The King of Chicago
The King of Chicago is a 1987 interactive fiction game by Doug Sharp about a gangster trying to get control of Chicago after Capone is arrested. The scene selection system was particularly clever, making each playthrough different while taking into account player decisions.
Playing through The King of Chicago you're thrown right into the story, but the opening scene differs each time - sometimes the Old Man (your gang's current boss) is already dead, sometimes you're in the process of shooting him, and sometimes you haven't actually decided to kill him yet.
As you play through the story scenes transition like in a movie, and within a scene you choose dialog options from thought bubbles and characters respond intelligently. Some portions are more game like - there's a few action sequences where you throw bombs or shoot people and a few points where you can reorganize your finances - but most scenes are just narrative choices.
The game is pretty hard, and most of my playthroughs ended in the electric chair. Looking online it seems like the easiest way to win is to gamble everything early, hit the jackpot, and spend your way to victory. Still, even without winning, the variety in each playthrough never left me frustrated by the fact that I was "losing" or gave me the impression I was pointlessly playing the same stage over and over again.
The implemenation of the narrative engine is described in some detail in Doug Sharp's notes from his 1989 talk Story vs. Game: the smallest unit of scenes is an "episode", which might include a few cuts structured in a familiar visual-novel style with branching narrative. Episodes are then grouped into ordered "phases" within "sequences", where a sequence is like a subplot. It's not entirely clear from the description but I think episodes within a phase are assumed to be mutually exclusive; for example, in a sequence about assassinating someone, one phase might have episodes for attempts at their office and at their home (assuming you wouldn't do both). Sequences have further logical groupings for overall story flow (beginning and ending sequences) and variety in the midgame (different characters have different sequence groups so scenes alternate their focus).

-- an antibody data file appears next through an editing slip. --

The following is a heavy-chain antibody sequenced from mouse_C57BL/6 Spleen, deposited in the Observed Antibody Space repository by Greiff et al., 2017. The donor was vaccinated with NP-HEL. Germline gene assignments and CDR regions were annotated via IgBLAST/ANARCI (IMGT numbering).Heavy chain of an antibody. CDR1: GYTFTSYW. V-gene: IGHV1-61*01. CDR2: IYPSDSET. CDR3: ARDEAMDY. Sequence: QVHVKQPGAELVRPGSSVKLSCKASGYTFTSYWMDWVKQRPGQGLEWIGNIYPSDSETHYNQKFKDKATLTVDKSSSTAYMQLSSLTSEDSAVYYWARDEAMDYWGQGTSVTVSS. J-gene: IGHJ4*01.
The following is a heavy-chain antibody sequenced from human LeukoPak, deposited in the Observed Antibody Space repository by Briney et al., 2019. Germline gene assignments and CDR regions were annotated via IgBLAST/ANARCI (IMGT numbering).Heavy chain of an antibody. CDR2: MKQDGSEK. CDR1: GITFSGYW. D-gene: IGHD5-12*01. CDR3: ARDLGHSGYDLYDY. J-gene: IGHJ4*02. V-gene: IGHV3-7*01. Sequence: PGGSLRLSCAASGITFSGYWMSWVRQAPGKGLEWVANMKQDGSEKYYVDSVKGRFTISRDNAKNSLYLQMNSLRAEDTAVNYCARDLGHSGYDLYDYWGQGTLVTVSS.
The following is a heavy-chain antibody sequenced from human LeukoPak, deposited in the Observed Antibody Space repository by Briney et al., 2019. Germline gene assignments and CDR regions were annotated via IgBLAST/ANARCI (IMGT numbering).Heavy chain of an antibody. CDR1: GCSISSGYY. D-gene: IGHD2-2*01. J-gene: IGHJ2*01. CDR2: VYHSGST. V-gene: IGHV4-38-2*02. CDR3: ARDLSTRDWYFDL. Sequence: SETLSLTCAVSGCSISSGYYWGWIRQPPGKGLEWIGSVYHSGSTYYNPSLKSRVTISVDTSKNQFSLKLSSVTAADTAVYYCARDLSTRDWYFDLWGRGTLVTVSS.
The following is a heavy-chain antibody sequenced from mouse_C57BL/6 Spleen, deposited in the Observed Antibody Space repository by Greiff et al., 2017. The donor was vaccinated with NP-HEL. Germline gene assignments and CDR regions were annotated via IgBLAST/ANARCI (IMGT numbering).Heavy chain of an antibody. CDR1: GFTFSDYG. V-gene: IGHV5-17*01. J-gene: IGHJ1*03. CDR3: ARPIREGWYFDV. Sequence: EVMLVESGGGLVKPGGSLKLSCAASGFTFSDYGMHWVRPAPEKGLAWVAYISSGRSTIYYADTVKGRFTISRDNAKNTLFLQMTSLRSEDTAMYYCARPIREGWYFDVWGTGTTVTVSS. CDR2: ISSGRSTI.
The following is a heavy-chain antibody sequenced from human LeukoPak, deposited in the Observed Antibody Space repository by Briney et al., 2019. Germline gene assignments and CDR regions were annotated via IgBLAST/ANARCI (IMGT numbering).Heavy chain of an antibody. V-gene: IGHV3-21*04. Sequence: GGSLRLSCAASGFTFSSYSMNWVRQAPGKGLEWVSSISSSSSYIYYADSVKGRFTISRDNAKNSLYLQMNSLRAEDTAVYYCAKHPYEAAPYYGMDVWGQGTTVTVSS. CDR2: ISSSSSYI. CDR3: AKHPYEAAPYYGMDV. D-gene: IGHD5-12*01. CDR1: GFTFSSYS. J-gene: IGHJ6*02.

Which scene plays at any given time is selected by a process called "Narraton". Narraton selects episodes, not sequences; sequences are used to enforce ordering but don't have conditions of their own. Narraton selects episodes by comparing certain global variables that range from 0 to 100 to per-episode requirements using a least-squares fit; Doug's talk goes in to more detail on this, but basically it means that scenes are loosely coupled, preserving logical connections without ever using explicit linking. At its best this made adding content easy:
A big advantage of using an episode selector rather than a more explicit type of branching was that it let me improvise more freely. If I got a great idea for a new episode, I could set it up in its own sequence, assign it keys and trust that it would be selected appropriately. I could also come up with a new alternative plot twist for a sequence, write it and throw it in without rewriting any of the others episodes in the sequence.